At the end of all the angsty feels, i chose to see it as a dodged bullet – my various mental diagnoses left untreated in the entertainment field may well have made me more infamous than successful, if i’d managed any success at all.
Still…

That’s what grownups do, yes? Or maybe i’ll call them “growers”, as in, those who grow. Not just up, or out, but in and down and through and deep and beyond. People who have the kind of life that looks good to me seem to, anyway. Those who find happiness and satisfaction in their day-to-day, and if there’s none to be found, then they look harder, look forward, look upward, look anywhere, knowing it’s there somewhere, or at least believing in its possibility. Those folks. There’s no particular character trait or personal voodoo woo-vibe they got goin’ on. The only thing i’ve found that they have in common is the way i feel when i’m around them. It’s simple, clean, fresh, pure, real, fundamental and beautiful and… And that’s all i can tell you. What exactly the quality is i don’t know, but i know that i like it. I know that i want to be around people who have it, and i know i want some of it for myself. Not theirs, though. I wanna make my own.
But still…

My mother took a possible future from me. I cannot say whether it was accidentally or on purpose, and that part truly, no longer matters to me. The thing that matters is that i’m mad at her for it. I resent her for emotionally hobbling me. And i mourn my lost opportunities. All those doors, from the ones i walked by at her bidding, to the ones she quietly clicked closed when i wasn’t looking, to the ones that must now remain locked. Sometimes i’m still sad about it, and nothing i’ve overcome or accomplished has changed that. Today i may be a queen, but my parent still gave me away for pride and the king only wanted me for wealth and i can’t really make straw into gold, i’m just clever and lucky.

It may appear that i’ve strayed wildly from my initial paragraphs. How did i get from eulogising my dear mother-in-law to Rumpelstiltskin?
I’ll tell you – i’m not exactly sure, but it feels organic as fuck.
I was standing there in front of those gathered, wondering if my legs might give out, sniffling in punctuation, but i was looking up and making eye contact. I knew what i was saying and i was there and invested in communicating what she meant to me and how i felt about her.

One day i’ll tell you about my brief career as a karaoke hostess, but for now let it be enough that i was in full-blown mania, and my multiplicity was out. of. control. I took the job because it appealed to my need for attention and excitement and drama and some of my Bit N’ Pieces still wanted to sing and dance and play dress-up and flirtyflirtflirt with eeeeverybody!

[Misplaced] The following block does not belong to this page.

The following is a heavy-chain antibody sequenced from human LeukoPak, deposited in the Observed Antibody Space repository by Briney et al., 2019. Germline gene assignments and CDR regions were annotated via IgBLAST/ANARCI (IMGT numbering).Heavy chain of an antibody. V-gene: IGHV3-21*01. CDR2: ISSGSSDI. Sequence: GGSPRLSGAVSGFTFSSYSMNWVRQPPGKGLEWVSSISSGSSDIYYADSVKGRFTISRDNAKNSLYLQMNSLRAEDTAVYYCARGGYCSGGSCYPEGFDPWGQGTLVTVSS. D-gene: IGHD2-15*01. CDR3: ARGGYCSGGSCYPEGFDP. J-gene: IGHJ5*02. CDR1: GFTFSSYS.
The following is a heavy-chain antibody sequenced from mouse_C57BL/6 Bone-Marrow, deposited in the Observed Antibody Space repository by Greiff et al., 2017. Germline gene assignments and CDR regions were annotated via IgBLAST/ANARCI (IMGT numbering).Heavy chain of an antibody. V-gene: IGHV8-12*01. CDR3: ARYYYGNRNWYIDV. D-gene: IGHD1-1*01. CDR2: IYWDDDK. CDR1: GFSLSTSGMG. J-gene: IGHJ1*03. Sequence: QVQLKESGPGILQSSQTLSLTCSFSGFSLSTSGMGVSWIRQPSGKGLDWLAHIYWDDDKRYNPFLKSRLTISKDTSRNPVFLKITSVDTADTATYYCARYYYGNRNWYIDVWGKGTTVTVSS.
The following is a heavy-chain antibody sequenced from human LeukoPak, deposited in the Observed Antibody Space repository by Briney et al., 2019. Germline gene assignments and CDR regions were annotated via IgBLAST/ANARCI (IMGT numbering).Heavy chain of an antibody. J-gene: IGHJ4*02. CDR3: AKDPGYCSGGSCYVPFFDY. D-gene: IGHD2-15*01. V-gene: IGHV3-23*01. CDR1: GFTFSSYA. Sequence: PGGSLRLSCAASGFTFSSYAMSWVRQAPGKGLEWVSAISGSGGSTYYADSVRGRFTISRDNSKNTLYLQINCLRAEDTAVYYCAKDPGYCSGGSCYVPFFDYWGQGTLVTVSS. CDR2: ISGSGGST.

The thing is, i had crippling stage fright. I simply could not sing without a drink or 10 in me. I’ll analyse it/break it down another time, but for now just get this, okay?
I never had stage fright as a child and now it was ALL i had. I drank the stage fright away, but i also drank me away – that was someone else singing.
And i think the same thing would have happened had i tried out for a play or took a public speaking engagement.

But i stood there fully present in my body, communicating my thoughts and feelings to a group of people that mattered to me. We were all there for Mum, and so i cared about every person there, and it was important to me to share my love for her and my grief at her passing. And i believe i was able to do so.
Since then i’ve been trying to write about it, but i kept putting it back in my unfinished folder, because i knew it was missing something. I hadn’t found my voice to tell you the story yet.

I have, now.

My mother took away my voice. She silenced me to the point where my brain made other people to speak for me. And while her death set me free, it took me decades to find which voice was truly, most essentially and basically, mine.

My mother-in-law gave me the beauty and marvel and magic that is a mother/daughter relationship. She gave me a safe and nurturing place to say things that daughters say to their mothers – and she always responded to me with a mother’s love, in a mother’s voice.
I wanted to convey to the people in that church, just how powerful and beautiful her gifts to me were, and i think i did, a little.
But now i see that she gave me one more gift, even in death. Her love of me inspired such love in return, that i was able ditch the stage fright. No need for liquid courage, no help from the Peanut Gallery.
I stood in front of a group of people and told them something i wanted them to know.
And they heard me and they felt it and they got it.

She helped me get back something that my mother took away.

Thank you, Mum.
I miss you.
I love you.

~H~